Michigan Court Holds State Must Enforce Statute to Provide Special Assistance to Students Not Meeting State Standards


Holding that the state is ultimately responsible under Art. 8 of the state constitution for ensuring the integrity of the state’s system of public education, Justice Robert L. Ziolkowski of the Circuit Court, Wayne County late last month denied the state’s motion to summarily dispose of claims by students in the Highland Park school district that the state and the local officials had failed to implement a state statute that requires “special assistance” for students not meeting state standards in reading.

The student population of the Highland Park district is 99.59% African-American and 82% of the students meet federal school lunch eligibility criteria. Only 35% of its fourth graders and 25% of seventh graders met proficiency standards on the  latest state-wide reading examination. In math, only 13% of 4th grade students and 7% of seventh graders meet the proficiency standard. The district has also suffered from financial mismanagement in recent years; as a result, the governor appointed a State Emergency Manager to oversee the affairs of the district, and the manager has chosen a for-profit outside group to run the district. Plaintiffs allege in their complaint that both the state and the local officials have focused solely on the financial problems of the district and have paid insufficient attention to the students’ educational needs.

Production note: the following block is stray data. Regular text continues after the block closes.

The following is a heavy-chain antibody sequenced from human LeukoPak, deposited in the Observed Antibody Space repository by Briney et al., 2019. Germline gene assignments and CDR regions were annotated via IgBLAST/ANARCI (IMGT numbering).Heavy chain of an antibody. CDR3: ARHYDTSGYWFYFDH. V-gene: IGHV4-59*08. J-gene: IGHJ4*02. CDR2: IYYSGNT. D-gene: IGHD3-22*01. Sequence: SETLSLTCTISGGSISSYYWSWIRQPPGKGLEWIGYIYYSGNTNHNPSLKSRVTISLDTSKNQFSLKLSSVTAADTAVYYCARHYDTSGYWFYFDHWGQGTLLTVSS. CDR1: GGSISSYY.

A Michigan statute, MCL 380.1278(8), provides that students who have not achieved satisfactorily on the fourth and seventh grade reading tests “ shall be provided special assistance reasonably expected to enable the pupil to bring his or her reading skills to grade level within 12 months.” Plaintiffs claim that the school district defendants have failed to carry out this responsibility and that the state defendants have failed to enforce the statute, even though Highland Park is “one of the worst districts in the state” in terms of reading achievement.  Rejecting defendants’ argument that the statute “does not impose a clear legal duty of a ministerial nature” regarding how the statute should be enforced, the court held that the statute “sets a standard of special assistance that is reasonably expected to accomplish the goal of enabling the pupil to bring his or her reading skills to grade level within 12 months.”

The court also rejected defendants’ claims that the statute did not provide a private right of action and that the plaintiffs have no standing to bring the claims. The plaintiffs had also set forth an interesting equal protection claim, based not on a right to equal funding, but on a right to “basic educational opportunities equal to those children in other districts receive.” The court dismissed this claim because the complaint contained no specific facts alleging that the treatment of pupils in the Highland Park district is different from the treatment of pupils in other districts in the state of Michigan.

The case is now set to go to trial on July 22, 2013. Plaintiffs are represented by the ACLU of Michigan.

July 10, 2013

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